A double dose of uncertainty: what permacrisis means for consumers and brands

The timing of this cost of living crisis makes it unique. We have experienced financial crises before, but none that have come off the back of a global pandemic. Through this blog series we’ll explore how this unique combination of circumstances is affecting consumers, what post-pandemic behaviours and trends are surviving the cost of living crisis, and the implications for brands.


The Covid pandemic was a great leveller. No matter who you were or what your lifestyle was, you were affected. And just as we emerge from those life-changing few years, along comes the cost of living crisis. Once again, we are all being forced to recalibrate.


What’s significant about this is that we’re experiencing a double dose of uncertainty. Collins Dictionary’s word of 2022 is ‘permacrisis’. It refers to an “extended period of instability and insecurity” and highlights how this unique set of events is shaping our lives and language.


We’re hearing this directly from customers as well. We recently ran an online cost of living community where we spoke to Tom*, an affluent first time home buyer. He delayed buying a Central London apartment during the pandemic because his job security was uncertain, but as things got back to normal he made the leap and bought a flat with a mortgage carefully calculated on his future earnings. Now he is plunged back into uncertainty: his calculations and assumptions about the future have been proved wrong, and he is already consumed with worry about how he will pay his mortgage when it’s due for renewal in two years.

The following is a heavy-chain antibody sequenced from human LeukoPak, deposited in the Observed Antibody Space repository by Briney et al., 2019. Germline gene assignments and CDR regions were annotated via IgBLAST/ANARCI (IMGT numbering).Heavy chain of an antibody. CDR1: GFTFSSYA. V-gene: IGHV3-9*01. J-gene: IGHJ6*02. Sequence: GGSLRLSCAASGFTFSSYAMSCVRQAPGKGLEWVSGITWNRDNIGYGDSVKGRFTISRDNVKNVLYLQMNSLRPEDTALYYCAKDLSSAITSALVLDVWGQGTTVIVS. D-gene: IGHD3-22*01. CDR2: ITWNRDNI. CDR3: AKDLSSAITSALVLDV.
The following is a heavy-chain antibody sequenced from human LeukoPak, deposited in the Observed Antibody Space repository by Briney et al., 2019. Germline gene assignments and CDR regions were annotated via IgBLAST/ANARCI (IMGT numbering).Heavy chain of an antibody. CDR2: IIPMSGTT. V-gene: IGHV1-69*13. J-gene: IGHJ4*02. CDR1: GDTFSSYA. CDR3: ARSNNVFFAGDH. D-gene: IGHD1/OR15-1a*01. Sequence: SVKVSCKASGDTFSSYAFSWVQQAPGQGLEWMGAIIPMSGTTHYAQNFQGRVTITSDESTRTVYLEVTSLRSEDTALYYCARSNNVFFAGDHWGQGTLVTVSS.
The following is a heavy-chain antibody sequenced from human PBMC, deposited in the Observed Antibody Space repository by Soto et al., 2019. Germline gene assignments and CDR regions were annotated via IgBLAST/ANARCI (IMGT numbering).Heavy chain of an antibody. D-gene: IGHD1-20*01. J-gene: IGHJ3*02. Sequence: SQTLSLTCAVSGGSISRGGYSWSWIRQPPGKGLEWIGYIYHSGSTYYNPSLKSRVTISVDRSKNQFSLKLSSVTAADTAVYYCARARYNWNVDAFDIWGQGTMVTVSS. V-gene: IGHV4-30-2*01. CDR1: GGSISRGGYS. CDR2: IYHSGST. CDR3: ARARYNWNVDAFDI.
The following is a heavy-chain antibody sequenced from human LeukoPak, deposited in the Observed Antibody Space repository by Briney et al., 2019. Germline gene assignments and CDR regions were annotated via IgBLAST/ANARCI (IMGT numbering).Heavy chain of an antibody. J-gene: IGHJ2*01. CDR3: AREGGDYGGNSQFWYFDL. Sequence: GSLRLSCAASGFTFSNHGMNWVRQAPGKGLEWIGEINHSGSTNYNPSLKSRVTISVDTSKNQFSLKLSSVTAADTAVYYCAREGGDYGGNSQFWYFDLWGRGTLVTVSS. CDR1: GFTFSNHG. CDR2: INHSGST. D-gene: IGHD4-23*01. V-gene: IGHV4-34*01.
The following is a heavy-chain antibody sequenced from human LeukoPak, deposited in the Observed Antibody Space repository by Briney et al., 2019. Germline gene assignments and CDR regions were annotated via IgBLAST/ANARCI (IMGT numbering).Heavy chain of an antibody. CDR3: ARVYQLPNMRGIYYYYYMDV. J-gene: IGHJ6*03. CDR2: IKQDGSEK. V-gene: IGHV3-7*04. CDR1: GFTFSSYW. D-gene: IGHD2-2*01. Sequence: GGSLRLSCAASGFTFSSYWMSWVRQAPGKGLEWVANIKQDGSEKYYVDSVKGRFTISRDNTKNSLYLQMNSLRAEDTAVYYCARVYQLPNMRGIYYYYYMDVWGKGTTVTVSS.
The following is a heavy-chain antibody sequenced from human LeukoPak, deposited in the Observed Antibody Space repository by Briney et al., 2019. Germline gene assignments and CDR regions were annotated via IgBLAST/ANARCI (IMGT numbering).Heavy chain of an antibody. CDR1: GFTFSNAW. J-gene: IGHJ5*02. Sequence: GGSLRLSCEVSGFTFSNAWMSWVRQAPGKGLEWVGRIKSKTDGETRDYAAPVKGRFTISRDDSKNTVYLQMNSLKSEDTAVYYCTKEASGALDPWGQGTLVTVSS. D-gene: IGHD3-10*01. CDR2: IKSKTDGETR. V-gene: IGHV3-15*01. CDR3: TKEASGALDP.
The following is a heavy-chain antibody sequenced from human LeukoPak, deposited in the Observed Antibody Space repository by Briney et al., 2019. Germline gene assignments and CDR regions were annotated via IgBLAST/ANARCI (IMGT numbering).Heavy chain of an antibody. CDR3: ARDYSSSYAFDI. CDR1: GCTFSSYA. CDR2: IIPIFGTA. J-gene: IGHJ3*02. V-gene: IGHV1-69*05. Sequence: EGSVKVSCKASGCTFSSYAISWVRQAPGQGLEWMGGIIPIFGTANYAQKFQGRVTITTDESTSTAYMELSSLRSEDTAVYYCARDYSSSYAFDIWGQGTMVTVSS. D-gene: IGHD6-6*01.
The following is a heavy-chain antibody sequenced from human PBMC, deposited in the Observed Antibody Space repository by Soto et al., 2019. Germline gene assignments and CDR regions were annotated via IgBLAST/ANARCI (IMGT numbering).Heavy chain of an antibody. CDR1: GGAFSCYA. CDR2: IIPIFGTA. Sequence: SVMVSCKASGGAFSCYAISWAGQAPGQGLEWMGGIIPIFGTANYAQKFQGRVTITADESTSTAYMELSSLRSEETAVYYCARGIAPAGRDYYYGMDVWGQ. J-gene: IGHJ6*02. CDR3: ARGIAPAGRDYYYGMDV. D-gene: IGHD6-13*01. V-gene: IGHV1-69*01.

During another Customer Closeness event, we heard from Anne* who works for a housing association in internal comms. Having always been prone to anxiety, the isolation of lockdown exacerbated it. She now struggles more than before to engage with strangers. The rising cost of living is stretching her finances to breaking point – her 11-year old daughter saved up to buy her own stationery to go back to school in September. At work she sends out communications to tenants on ways to access financial help for which she isn’t eligible, yet is too anxious to reach out to her bank and others for help herself.


This isn’t a short term thing. In fact, customers we’ve spoken to believe it’s going to get worse before it gets better. What does a double dose of uncertainty do to our psychology? Brands need to pay attention and understand the implications for consumer behaviour over the next few years.


Research studies show that uncertainty is a major cognitive and psychological stressor. Uncertainty puts us into survival mode, meaning we become more risk averse and make decisions that give us a feeling of safety and control.


Brands will need to implement strategies that reassure and look after customers. The supermarkets are currently leading the way: By re-introducing its much-missed free coffee, Waitrose is putting its arms back around its customers; Iceland has introduced its Food Club credit scheme offering interest-free loans during school holidays; and ASDA’s ‘kids eat for £1’ initiative has served up over half a million meals since the initiative launched in June. If decisions over the next few years are all about safety and control, brands will need to work continuously to convince customers they are worth taking a risk on.


*Names changed for confidentiality


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